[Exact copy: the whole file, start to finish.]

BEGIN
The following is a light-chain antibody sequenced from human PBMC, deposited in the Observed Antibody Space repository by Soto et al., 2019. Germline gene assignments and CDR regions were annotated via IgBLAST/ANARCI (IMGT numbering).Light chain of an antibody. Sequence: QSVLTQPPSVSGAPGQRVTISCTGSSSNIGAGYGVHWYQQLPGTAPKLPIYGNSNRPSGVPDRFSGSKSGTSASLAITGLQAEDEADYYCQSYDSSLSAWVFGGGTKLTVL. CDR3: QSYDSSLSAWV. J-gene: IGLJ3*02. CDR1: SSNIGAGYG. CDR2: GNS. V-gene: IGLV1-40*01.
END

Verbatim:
The following is a light-chain antibody sequenced from human PBMC, deposited in the Observed Antibody Space repository by Soto et al., 2019. Germline gene assignments and CDR regions were annotated via IgBLAST/ANARCI (IMGT numbering).Light chain of an antibody. Sequence: QSVLTQPPSVSGAPGQRVTISCTGSSSNIGAGYGVHWYQQLPGTAPKLPIYGNSNRPSGVPDRFSGSKSGTSASLAITGLQAEDEADYYCQSYDSSLSAWVFGGGTKLTVL. CDR3: QSYDSSLSAWV. J-gene: IGLJ3*02. CDR1: SSNIGAGYG. CDR2: GNS. V-gene: IGLV1-40*01.